https://www.amazon.com/Zeiss-Cordur...rds=zeiss+conquest+case&qid=1602035335&sr=8-5
https://www.amazon.com/Zeiss-Cordur...rds=zeiss+conquest+case&qid=1602035396&sr=8-3
https://www.amazon.com/Vero-Vellini...vero+vellini+strap&qid=1602035539&sr=8-3&th=1
 

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PeterPS

MEMBER
Hi John,
Regarding Swaro's hard plastic click-stop rainguard, I like it: as far I know it's the only rainguard that can be adjusted to your IPD, and it fits neatly over the eyecups. I heard other people say that they dislike it (everybody is different....), although I have never seen specific comments on what's wrong with it.
Peter
 

Tringa45

Well-known member
Europe
Some years ago Swarovski supplied the best binocular bag ever made in my opinion: a simple envelope, that protected the binocular very well and that made the whole package as compact as possible.

Gijs,

Surely you don't mean that "toiletry bag" that Swarovski used to supply with the SLCs in the early 2000s. I never used mine.
Apart from the rather impractical zip fasteners, their more recent bags (Swarovision and Field Pro) are much better and of good material quality.
The Zeiss bags Dennis linked are also good but a similar one that came with an FL was showing significant wear after a couple of years.
Birders make up a large proportion of the sports optics manufacturers' clientele but many of them seem oblivious to birders' needs. Gerald Dobler is perhaps a notable exception.

John

PS:- Life is indeed not that simple. What I dislike are the attempts to make it more complicated!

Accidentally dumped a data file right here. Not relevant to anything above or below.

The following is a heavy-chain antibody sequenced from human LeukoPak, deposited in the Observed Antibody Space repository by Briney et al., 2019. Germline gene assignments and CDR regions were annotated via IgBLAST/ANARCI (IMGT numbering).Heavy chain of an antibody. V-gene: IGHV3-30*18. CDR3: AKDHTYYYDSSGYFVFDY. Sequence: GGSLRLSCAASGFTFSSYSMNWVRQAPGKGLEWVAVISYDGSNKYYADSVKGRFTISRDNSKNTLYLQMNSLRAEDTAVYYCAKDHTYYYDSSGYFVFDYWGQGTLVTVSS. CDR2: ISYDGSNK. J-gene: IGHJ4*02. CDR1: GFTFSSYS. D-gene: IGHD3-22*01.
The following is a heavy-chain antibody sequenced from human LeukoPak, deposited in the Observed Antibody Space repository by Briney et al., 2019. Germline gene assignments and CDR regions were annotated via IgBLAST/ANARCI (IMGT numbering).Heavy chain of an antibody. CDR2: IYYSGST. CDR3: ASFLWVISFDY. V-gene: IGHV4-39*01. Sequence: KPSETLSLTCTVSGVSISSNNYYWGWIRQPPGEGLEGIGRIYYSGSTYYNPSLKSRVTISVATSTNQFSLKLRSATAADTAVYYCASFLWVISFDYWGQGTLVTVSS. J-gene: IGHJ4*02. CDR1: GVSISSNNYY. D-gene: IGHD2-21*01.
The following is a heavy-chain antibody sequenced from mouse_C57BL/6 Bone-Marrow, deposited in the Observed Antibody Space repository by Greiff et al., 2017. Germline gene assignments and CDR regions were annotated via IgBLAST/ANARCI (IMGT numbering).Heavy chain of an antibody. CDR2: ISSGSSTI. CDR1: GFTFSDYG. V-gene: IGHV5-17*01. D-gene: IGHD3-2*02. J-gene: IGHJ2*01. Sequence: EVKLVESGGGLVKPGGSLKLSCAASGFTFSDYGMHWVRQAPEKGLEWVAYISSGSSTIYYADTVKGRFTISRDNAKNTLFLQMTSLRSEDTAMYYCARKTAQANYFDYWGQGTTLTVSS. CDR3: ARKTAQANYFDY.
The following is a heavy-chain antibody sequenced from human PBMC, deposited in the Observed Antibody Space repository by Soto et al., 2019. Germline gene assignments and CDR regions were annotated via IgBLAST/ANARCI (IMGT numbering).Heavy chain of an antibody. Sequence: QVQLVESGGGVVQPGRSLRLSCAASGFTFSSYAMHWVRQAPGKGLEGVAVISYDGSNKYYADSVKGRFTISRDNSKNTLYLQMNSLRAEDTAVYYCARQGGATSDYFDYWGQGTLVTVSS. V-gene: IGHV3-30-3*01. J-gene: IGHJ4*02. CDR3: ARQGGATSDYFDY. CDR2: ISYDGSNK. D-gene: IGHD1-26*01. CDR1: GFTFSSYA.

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Tringa45

Well-known member
Europe
Hi John,
Regarding Swaro's hard plastic click-stop rainguard, I like it: as far I know it's the only rainguard that can be adjusted to your IPD, and it fits neatly over the eyecups. I heard other people say that they dislike it (everybody is different....), although I have never seen specific comments on what's wrong with it.
Peter

Hi Peter,

Personal preference I guess. I think it's an abonimation! ;)
The requirements of a rainguard are that it goes on and off quickly and doesn't get in the way (I attach mine via a cord loop to the strap).
The old oval Zeiss type was a bit bulky but otherwise ideal and is still available from some sources.
I have Leica Ultravid and Zeiss FL rainguards on two of my Swarovskis and the latter will even fit the enlarged eyecups of the 56 mm SLCs.

John
 

John Cantelo

Well-known member
This is a rather banal theme, but I haven't read much here recently and think it is relevant to carrying comfort and the security of one's binoculars.

I have followed the advice I picked up years ago on birdforum:
Firstly, shorten the strap so that it just passes over your head. This restricts unwanted movement of the binocular and is most comfortable. The cut ends can be prevented from fraying by sealing them over a candle flame. Some may be loathe to mutilate original equipment, but a strap is an item which wears out and is eventually replaced, just like car tyres.
Secondly, the most secure method of attaching the strap is demonstrated in this Opticron video: https://www.youtube.com/watch?v=pqyG9cymiYQ.

I rate Swarovski's products very highly .... but as regards accessories they are one of the worst offenders. There must be a Heath Robinson department in Absam, where the apprentices are given free rein to develop accessories, which no-one asked for and no-one needs. .... instantly adjustable-length straps where one is faced with the choice of flapping ends or no safety retention, and the latest rotating lugs which could lead to unsafe attachment and inevitably cause tangles.

Fotunately most of these problems can be rectified by purchasing alternative accessories, but I do feel some manufacturers are paying too little atention to user's needs.

John